Putin: America is “Godless”

Anyone old enough to remember the height of the Cold War can appreciate the irony here.

Two of the great knocks on the old Soviet Union were their intense persecution of Christians and their institutional Atheism. In fact, American leaders appealed to the Christian sensibilities of Americans in their opposition to Communist efforts at world domination. The best leader in that era, President Reagan, highlighted that contrast on the world’s biggest stage.

Fast-forward thirty years, and the roles have reversed.

Whodathunk that the Russian President–a former KGB man himself–would sound more like George Washington than our own President?

As far as I know, Putin is a political opportunist who couldn’t care less about God.

Still, the irony is priceless.

Welcome to Post-Christian America, Part 1

On Friday, the Supreme Court handed down its “gay marriage” ruling, single-handedly throwing out thousands of years of law, fact, and history and redefining marriage to include same-sex couples, and imposing that on all fifty states. In doing so, SCOTUS has dismantled most of what remains of our connection to common law. This is the telos of the Sexual Revolution.

Welcome to post-Christian America. It’s been here for a while, but on Friday any remaining doubters were silenced.

Does this mean that government is going to be rounding up Christians and putting them into prison camps? Does this mean that government is going to start shutting down churches? Not by a long shot. At least not for a couple decades.

But make no mistake: if you are a Christian and hold to the Biblical teachings with respect to life and sexual ethics, then the public square has become an order of magnitude more hostile. Where the perspective of the Church was once afforded great respect, that is no longer the case in America.

What it does mean: people who hold to particular viewpoints are going to be increasingly marginalized. This is already happening, and you can expect this to intensify.

  • If you’ve ever publicly expressed support of historical marriage–in word, financial contribution, or membership in a church or related organization–you may have trouble finding a job in many companies. This is because (a) the Internet is forever, and (b) businesses use data warehouses and data mining to get the goods on almost anyone. And the HR departments go to great lengths to screen out potential employees who “may not be a good fit for our progressive and forward-thinking organization.”
  • If you’ve ever publicly expressed support of historical marriage–in word, financial contribution, or membership in a church or related organization–you may be in danger of losing your job. No, your boss isn’t going to call you into his office and say, “You’re a homophobe; you’re fired!” What is more likely to happen: when layoffs become necessary, then your name will be on a short list of those first to go. It will be couched in terms of “fiscal fitness”, but in reality it will be a personal decision.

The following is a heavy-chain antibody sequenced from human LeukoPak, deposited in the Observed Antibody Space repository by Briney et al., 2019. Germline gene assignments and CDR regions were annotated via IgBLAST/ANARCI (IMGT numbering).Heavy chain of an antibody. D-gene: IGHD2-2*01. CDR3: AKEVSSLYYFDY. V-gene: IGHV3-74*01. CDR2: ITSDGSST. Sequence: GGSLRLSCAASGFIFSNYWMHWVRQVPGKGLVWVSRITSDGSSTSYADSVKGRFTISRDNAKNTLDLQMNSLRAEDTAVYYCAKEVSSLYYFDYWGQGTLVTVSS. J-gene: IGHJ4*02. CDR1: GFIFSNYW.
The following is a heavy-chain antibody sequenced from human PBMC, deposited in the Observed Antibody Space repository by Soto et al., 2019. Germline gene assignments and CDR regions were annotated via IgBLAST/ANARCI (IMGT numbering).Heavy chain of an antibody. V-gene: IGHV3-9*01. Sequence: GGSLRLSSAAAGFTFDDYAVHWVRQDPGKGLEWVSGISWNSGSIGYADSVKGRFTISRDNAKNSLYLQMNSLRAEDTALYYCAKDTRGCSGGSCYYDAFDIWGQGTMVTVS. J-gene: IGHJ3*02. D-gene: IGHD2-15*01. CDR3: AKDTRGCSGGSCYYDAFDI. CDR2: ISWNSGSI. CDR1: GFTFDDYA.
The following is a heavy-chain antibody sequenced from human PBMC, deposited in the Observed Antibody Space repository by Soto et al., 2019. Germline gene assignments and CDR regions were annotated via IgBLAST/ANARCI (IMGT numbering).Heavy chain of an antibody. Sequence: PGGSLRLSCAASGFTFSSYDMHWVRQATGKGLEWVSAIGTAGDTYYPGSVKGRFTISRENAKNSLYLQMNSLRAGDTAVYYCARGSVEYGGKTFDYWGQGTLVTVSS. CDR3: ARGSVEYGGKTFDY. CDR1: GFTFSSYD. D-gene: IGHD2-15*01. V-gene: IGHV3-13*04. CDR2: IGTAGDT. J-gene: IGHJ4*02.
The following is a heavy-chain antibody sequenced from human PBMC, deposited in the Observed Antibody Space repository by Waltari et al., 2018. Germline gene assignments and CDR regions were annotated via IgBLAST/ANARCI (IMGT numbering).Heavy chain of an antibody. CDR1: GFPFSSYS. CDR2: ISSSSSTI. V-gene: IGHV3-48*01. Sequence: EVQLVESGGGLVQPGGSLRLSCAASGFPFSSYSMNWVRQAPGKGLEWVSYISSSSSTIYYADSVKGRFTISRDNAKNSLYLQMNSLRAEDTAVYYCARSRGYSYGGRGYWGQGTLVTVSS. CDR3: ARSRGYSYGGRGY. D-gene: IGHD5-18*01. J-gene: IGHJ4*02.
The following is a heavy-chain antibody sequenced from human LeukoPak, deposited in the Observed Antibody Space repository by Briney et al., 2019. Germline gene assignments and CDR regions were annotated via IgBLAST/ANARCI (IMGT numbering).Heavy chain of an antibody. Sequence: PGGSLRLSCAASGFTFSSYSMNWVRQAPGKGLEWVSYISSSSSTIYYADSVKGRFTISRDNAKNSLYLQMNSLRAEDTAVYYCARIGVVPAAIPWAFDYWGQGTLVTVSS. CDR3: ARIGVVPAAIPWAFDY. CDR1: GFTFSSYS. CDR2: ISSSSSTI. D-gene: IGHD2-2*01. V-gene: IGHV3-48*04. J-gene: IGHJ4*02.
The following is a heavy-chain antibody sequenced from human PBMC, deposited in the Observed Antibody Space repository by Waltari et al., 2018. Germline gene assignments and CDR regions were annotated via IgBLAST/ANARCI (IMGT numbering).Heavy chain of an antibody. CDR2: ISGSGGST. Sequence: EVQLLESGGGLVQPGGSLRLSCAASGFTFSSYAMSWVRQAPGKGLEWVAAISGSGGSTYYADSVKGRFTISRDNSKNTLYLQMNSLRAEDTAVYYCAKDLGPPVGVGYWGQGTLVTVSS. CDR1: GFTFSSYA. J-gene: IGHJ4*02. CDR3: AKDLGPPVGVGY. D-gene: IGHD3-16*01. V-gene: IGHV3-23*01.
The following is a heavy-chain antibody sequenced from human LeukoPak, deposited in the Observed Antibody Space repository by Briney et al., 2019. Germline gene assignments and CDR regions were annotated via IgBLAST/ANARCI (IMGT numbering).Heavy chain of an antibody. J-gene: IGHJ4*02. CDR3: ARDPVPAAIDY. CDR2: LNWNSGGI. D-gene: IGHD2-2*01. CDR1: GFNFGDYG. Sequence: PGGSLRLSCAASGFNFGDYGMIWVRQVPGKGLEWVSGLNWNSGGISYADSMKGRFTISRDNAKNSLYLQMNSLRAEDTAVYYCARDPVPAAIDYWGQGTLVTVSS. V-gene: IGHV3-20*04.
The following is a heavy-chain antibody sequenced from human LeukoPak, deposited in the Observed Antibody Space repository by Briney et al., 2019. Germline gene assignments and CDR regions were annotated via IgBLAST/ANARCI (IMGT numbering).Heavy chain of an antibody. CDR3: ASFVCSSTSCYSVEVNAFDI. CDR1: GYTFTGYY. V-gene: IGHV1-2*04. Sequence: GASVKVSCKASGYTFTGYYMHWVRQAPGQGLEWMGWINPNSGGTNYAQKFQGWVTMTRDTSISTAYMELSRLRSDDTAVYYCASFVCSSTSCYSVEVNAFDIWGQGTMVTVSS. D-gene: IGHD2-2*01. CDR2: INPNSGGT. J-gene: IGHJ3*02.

• If you’re in the military, you’d best keep your mouth shut. Chaplains are already under assault: a Ranger chaplain has received a career-ending “letter of concern” for providing Biblical references in a suicide prevention class, and a Navy SEAL chaplain–who was called the “best of the best” on his latest evaluation–is on the verge of dismissal for sticking to Biblical teachings regarding homosexuality.

If you’re a business owner, you have seen the handwriting on the wall. Bakeries, caterers, and florists must accommodate gay weddings; religious-based objections have been shot down in court. Expect more such encroachments on Christian business owners.

While Hobby Lobby won their case over contraception funding, the same cannot be said of those businesses that directly serve the wedding market. Freedom of association is dead, unless you are a Muslim business, in which case no one will touch you for fear of getting beheaded.

As for churches and parachurch organizations, you’re going to have to look long and hard at the whole tax-exemption paradigm. President Obama’s own Solicitor General, when asked about this in the SCOTUS hearings in Obergefell v. Hodges, admitted, “[it’s] going to be an issue.”

If your church or organization is tax-exempt and refuses membership to gays, that tax-exemption will be on the chopping block. It won’t happen tomorrow, but make no mistake: it will eventually happen. You need to prepare for that eventuality, and you need to do that sooner rather than later. Now is the time to start thinking about an exit strategy from that tangled web of tax-exemption.

A good friend of mine, a pastor at a church in Kentucky, has done this with his church from day one: when he started it, he did not go for tax-exemption. Churches like his won’t be facing the financial crunch when the shoe drops, at least not on that front.

If you’re starting a church, then you would do well to forego tax exemption. Yes, it will be a pinch in the wallet, but at least it’s easier to build from that baseline now than have the rug ripped out from under you later.